Martin Friedmann (Sep 5, 1965 - Feb 1, 1995)

Eulogy by Alex (Sandy) Pentland
February 4, 1995
MIT Chapel

Hello, I am Alex Pentland, although people call me Sandy, and I was Marty's advisor. As such, I thought that I would talk about the MIT side of Marty, as others will talk about Marty from other perspectives.

I first met Marty when I was trying to hire a programmer. He showed up in torn coveralls, unwashed, with a skateboard, wild hair, and a punk attitude. Not quite what I was expecting.

But Marty also had a quick, quirky sense of humor, and he seemed to know what he was talking about. More importantly, I found that liked him; so I hired him.

It was a great decision. For not only was Marty a really interesting person, he was an awesome hacker. Now many of you appreciate what that means, but for the rest of you who haven't spent a lot of time programming, let me tell you what it means to be a great hacker.

Programming is an art form like chess. It requires great concentration, memory, and logic. At the highest levels, where Marty worked, it also requires a deep conceptual creativity.

There are no real contests or play-offs between hackers, as there are in chess, but every hacker comes to know who the greats are. People like Stallman at MIT, or for an older generation, Quam at Stanford. I think that everyone who knew him came to realize that Marty was a member of that rarified company.

Later, when Marty started with me as a student, I discovered that he also had the makings of a first-rate scientist: he had talent with math and writing, and was able to give really first-class talks. So after he finished his Masters degree, I asked him to stay on for a Ph.D. But Marty decided that he wasn't ready for the extended concentration and sacrifices that are required to finish a doctorate, and instead went out to help create virtual reality exhibits for museums.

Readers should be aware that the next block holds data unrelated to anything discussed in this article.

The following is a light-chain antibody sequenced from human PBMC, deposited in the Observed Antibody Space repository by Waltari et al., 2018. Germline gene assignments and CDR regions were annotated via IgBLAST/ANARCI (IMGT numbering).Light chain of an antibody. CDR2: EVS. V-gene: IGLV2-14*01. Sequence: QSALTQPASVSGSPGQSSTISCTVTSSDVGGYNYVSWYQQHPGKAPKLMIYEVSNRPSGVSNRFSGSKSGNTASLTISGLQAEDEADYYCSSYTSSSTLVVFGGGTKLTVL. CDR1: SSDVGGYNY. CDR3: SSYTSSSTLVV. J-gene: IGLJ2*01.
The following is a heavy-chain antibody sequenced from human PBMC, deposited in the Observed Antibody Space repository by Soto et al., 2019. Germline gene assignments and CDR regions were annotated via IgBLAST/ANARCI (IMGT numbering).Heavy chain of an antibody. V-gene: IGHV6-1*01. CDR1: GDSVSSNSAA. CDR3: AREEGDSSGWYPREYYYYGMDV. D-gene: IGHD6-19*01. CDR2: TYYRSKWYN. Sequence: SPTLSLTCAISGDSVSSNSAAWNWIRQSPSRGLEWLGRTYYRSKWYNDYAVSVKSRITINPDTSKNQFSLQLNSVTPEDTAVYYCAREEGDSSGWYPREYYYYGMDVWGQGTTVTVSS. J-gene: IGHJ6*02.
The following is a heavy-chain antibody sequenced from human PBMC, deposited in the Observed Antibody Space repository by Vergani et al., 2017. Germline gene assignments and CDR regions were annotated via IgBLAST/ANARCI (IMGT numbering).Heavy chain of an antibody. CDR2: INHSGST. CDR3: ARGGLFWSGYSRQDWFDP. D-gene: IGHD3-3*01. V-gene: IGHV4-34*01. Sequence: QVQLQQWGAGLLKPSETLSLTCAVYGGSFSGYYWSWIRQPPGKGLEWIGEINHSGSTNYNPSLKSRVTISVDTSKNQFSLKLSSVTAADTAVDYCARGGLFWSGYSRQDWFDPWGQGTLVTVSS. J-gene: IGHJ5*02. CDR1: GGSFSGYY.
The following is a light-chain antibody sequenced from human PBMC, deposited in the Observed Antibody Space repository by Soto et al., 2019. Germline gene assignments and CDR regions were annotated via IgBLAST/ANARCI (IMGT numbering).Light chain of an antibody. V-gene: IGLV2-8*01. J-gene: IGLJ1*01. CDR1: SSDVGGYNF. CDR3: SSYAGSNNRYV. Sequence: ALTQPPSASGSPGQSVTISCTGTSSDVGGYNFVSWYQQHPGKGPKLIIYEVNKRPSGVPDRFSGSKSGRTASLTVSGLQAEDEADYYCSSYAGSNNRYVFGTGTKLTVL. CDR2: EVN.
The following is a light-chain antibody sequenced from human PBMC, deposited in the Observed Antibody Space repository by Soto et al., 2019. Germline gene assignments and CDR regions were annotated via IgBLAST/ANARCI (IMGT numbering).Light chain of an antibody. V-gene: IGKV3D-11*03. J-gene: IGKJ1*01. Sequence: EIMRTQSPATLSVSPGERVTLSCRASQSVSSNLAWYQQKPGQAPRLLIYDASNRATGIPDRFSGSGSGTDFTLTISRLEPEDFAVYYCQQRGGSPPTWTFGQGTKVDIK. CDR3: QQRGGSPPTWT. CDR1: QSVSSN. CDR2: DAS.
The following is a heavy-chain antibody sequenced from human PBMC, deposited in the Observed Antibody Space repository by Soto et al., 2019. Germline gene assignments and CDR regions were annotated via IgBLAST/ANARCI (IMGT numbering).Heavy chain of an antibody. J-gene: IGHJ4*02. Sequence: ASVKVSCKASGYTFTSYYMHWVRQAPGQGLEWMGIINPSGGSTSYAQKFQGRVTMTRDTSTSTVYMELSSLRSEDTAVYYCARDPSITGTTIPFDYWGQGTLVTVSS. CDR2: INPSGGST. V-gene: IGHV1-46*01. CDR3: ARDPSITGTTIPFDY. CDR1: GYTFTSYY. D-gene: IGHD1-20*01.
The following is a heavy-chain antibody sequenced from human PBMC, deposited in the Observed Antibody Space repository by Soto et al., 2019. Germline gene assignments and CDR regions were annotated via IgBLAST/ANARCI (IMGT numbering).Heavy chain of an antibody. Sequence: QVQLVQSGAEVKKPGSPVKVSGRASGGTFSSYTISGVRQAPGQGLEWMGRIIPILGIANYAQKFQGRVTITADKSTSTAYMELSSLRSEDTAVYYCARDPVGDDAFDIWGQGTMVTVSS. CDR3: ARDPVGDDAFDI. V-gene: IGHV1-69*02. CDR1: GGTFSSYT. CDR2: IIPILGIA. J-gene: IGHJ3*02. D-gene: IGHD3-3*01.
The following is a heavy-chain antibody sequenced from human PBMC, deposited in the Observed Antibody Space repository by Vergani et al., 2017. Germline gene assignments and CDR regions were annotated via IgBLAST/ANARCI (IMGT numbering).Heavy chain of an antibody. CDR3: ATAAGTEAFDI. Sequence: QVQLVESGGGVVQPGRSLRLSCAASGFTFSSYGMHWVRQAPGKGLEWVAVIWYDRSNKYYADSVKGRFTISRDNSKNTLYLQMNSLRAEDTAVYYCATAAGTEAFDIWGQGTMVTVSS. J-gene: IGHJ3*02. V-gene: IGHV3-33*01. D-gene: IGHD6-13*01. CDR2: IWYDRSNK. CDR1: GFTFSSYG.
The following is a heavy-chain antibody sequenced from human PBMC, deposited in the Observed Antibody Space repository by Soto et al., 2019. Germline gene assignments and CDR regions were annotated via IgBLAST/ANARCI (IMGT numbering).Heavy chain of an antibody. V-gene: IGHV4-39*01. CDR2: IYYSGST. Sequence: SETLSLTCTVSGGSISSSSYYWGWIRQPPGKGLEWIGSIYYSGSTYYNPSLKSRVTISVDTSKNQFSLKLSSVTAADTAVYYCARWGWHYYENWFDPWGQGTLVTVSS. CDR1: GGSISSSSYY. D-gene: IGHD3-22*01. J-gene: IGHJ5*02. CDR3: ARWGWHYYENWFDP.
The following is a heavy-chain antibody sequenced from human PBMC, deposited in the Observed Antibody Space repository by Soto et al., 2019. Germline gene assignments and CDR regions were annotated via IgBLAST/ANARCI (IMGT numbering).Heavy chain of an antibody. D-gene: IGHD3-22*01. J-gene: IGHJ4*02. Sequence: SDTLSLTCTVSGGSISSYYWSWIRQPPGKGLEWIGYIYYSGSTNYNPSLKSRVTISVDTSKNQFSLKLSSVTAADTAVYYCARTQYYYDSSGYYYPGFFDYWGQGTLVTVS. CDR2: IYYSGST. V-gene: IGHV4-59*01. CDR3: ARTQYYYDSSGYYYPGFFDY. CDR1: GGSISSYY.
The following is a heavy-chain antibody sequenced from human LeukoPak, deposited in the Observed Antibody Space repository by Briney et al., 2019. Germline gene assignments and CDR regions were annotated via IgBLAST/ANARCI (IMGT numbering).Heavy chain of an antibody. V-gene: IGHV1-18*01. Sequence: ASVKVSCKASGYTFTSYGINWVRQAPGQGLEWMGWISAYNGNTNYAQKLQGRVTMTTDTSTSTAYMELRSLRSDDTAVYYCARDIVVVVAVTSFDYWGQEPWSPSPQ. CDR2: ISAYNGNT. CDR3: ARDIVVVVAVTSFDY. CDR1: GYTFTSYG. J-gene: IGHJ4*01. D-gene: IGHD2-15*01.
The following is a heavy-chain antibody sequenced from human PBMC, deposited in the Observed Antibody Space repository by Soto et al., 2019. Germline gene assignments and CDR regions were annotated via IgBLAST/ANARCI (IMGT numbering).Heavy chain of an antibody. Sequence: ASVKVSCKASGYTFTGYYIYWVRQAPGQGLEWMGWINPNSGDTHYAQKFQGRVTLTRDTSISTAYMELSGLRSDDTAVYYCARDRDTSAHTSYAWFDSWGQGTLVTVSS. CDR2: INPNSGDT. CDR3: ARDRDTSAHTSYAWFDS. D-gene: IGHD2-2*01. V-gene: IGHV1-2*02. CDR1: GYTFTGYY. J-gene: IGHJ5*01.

I could spend a lot of time talking about Marty's MIT accomplishments: MusicWorld, ThingWorld, and most recently moving the Stones into Cyberspace. But that's not really what I think of when I think of Marty. Instead, I think of his amzaing energy and his fearless enthusiasm. Marty threw himself into life with a very rare intensity, and he inspired all of us through that enthusiasm.

He would be the one that jumped in with both feet, leaving the rest of us scrambling to keep catch up. Snowboarding is the example that leaps to mind first; with Marty too enthusiastic even for his own legs, and the rest of us working just to get on board.

That is what I think of when I think of Marty, and it is for his example of living life with fearless enthusiasm that I will always remember him, and love him.